New research shows huge scale of online violence against women in the UK

Online violence and abuse

New research has revealed the scale of abuse women and girls in the UK face online, with LGB+ women, and those aged 16 to 24 experiencing the highest rates of abuse.

Researchers from The Open University carried out the UK’s largest-ever study into societal attitudes and experiences of online violence against women and girls (OVAWG) across England, Scotland, Wales and Northern Ireland. 

The first-of-its-kind report surveyed 7,500 people aged 16 or older, via YouGov. 

Online violence and abuse can be sexual, psychological or emotional, and includes trolling, physical threats and the sharing of non-consensual sexual images. It is prevalent on social media platforms and in chatrooms.

Comparing responses across the nations of the United Kingdom, the research showed women and girls in Scotland were more likely to have witnessed online violence (35 per cent) compared with women in England (30 per cent), Wales and Northern Ireland (27 per cent).

Women in Scotland and Wales were also found to be most likely to have experienced violence (17 per cent).

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‘Creating new ways for violence against women ‘

The study found that, on average, more than one in 10 women in England have experienced online violence while three in 10 have witnessed online violence. These figures are higher among women aged between 16 and 24 (25 per cent) and LGB+ women (35 per cent). 

For women who have experienced online violence, 13 per cent said that it later progressed to violence in the real world.

Andrea Simon, the director of the End Violence Against Women Coalition (EVAW), noted that technological developments are “creating new ways for violence against women and girls to be perpetrated”. 

She added: “This abuse is connected to the threat of violence women and girls face offline – it cannot be minimised or ignored.”

The study revealed the scale of the abuse women and girls are subjected to online. (Dan Kitwood/Getty Images)

Project lead professor Olga Jurasz, a professor of law at The Open University and director of the Observatory on Online Violence Against Women, added: “Online violence against women and girls can take many forms, such as trolling, threats, abuse, unwanted sexual remarks, non-consensual sharing of intimate photos and messages, and it disproportionately affects women. 

“This can have a serious impact on women’s wellbeing and their behaviour, including a negative impact on mental and physical health, having to implement measures to protect themselves, and a change in willingness or ability to express views online.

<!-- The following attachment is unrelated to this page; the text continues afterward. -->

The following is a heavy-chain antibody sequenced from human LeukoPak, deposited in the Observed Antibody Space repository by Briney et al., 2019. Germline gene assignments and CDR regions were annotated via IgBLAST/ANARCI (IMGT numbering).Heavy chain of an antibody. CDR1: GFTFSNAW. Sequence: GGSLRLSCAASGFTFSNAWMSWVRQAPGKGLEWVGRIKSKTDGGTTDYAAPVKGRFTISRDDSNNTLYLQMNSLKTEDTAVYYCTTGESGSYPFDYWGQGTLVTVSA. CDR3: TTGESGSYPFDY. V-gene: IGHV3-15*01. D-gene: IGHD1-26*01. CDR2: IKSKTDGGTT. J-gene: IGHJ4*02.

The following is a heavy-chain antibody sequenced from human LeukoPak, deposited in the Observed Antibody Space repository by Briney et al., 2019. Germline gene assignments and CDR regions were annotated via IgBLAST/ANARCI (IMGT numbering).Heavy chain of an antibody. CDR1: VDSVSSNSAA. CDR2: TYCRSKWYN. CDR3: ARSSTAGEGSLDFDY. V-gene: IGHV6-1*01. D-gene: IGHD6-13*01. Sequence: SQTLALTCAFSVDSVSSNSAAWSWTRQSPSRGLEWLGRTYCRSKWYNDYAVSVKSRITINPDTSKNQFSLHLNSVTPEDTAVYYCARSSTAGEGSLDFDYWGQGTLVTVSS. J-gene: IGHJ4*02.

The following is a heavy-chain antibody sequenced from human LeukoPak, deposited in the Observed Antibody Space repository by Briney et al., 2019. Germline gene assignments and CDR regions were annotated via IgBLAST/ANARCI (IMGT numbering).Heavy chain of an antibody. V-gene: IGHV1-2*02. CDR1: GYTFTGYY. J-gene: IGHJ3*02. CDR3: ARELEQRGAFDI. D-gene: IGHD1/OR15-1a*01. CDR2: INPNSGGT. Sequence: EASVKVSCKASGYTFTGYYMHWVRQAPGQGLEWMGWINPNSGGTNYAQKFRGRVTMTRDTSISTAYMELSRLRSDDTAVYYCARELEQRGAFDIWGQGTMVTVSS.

“This new research, the first ever to be conducted into OVAWG at this scale across the four nations, shows just how widespread the issue is and will provide policy makers with a foundation to help reduce instances and to improve outcomes for those affected.”

The research also found the top perceived reasons for why people commit online violence against women and girls are the anonymity of being online (49 per cent), the ease of getting away with it (47 per cent) and misogyny (43 per cent). 

Researchers also found gender divides between men and women’s perceptions of online violence and whether it could be stamped out. 

Men in England were less likely than women to support making online violence against women and girls a criminal offence, with more than 50 per cent of men supporting such a move compared with more than 69 per cent of women. 

Men (19 per cent) were also more likely than women (10 per cent) to believe that legally prohibiting online violence would limit their freedom of expression. 

‘Online and digital platforms are virtually unregulated’

The research also revealed a lack of confidence among women in reporting such abuse, and the feeling that the authorities would not deal with it effectively. 

The study found women who have experienced online violence are more likely to have turned to friends (29 per cent) or family (16 per cent), rather than the police (six per cent), for support. 

More than half of the women surveyed in England (57 per cent) felt the police lacked the resources needed to tackle the problem effectively, while nearly three quarters of women in England who say they reported online violence to the police were not satisfied with the outcome.

Professor Lynne Gabriel, the president of the British Association for Counselling and Psychotherapy (BACP), praised the researchers for their study, stating the “scale of their research project is welcomed” but its “findings less so”. 

She went to say: “Online and digital platforms are virtually unregulated and, as these findings show, there are individuals who cannot moderate their online behaviour.

“Most humans condemn toxic and harmful behaviour against others and, whatever stance we take on the regulation of human behaviours, abuse is always unacceptable. It is disturbing that as a human race we continue to perpetrate abuse.

“This research will provide valuable evidence for many, including counselling and mental-health professionals, policy-makers, educators, researchers and social media platforms who are looking to stop online violence against women and girls.

“The laws we have in place are ineffective at tackling online violence against women and girls – we’re pleased to see that 68 per cent of women and girls agree. 

“We call on the government to make sure its new guidance in the Online Safety Bill is effectively enforced and as robust as the Code of Practice we developed with specialist partners and legal experts,” Gabriel added.

Anyone who has witnessed or experienced a hate crime is urged to call the police on 101, Crimestoppers anonymously on 0800 555 111 or visit the True Vision website. In an emergency, always dial 999.